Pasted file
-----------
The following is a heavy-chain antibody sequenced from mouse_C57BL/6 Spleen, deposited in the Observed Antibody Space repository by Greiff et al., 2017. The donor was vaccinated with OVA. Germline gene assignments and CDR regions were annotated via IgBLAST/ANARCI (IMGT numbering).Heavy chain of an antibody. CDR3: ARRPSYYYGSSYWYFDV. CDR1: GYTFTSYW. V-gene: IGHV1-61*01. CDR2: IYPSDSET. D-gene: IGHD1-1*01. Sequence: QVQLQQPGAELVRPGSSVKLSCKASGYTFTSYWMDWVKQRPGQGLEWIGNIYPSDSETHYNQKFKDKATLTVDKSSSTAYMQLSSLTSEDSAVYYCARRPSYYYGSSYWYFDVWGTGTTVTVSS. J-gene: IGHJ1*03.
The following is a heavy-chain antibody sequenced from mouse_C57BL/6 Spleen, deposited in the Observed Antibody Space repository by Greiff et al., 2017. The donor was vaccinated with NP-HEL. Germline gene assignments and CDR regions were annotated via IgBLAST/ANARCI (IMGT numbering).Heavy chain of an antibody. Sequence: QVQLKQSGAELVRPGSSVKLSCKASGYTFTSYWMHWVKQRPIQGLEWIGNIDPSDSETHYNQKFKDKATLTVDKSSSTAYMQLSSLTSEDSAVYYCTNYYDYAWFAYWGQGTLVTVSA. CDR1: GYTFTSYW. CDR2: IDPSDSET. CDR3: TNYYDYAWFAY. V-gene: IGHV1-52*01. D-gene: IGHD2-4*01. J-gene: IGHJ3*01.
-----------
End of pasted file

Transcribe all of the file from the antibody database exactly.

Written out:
The following is a heavy-chain antibody sequenced from mouse_C57BL/6 Spleen, deposited in the Observed Antibody Space repository by Greiff et al., 2017. The donor was vaccinated with OVA. Germline gene assignments and CDR regions were annotated via IgBLAST/ANARCI (IMGT numbering).Heavy chain of an antibody. CDR3: ARRPSYYYGSSYWYFDV. CDR1: GYTFTSYW. V-gene: IGHV1-61*01. CDR2: IYPSDSET. D-gene: IGHD1-1*01. Sequence: QVQLQQPGAELVRPGSSVKLSCKASGYTFTSYWMDWVKQRPGQGLEWIGNIYPSDSETHYNQKFKDKATLTVDKSSSTAYMQLSSLTSEDSAVYYCARRPSYYYGSSYWYFDVWGTGTTVTVSS. J-gene: IGHJ1*03.
The following is a heavy-chain antibody sequenced from mouse_C57BL/6 Spleen, deposited in the Observed Antibody Space repository by Greiff et al., 2017. The donor was vaccinated with NP-HEL. Germline gene assignments and CDR regions were annotated via IgBLAST/ANARCI (IMGT numbering).Heavy chain of an antibody. Sequence: QVQLKQSGAELVRPGSSVKLSCKASGYTFTSYWMHWVKQRPIQGLEWIGNIDPSDSETHYNQKFKDKATLTVDKSSSTAYMQLSSLTSEDSAVYYCTNYYDYAWFAYWGQGTLVTVSA. CDR1: GYTFTSYW. CDR2: IDPSDSET. CDR3: TNYYDYAWFAY. V-gene: IGHV1-52*01. D-gene: IGHD2-4*01. J-gene: IGHJ3*01.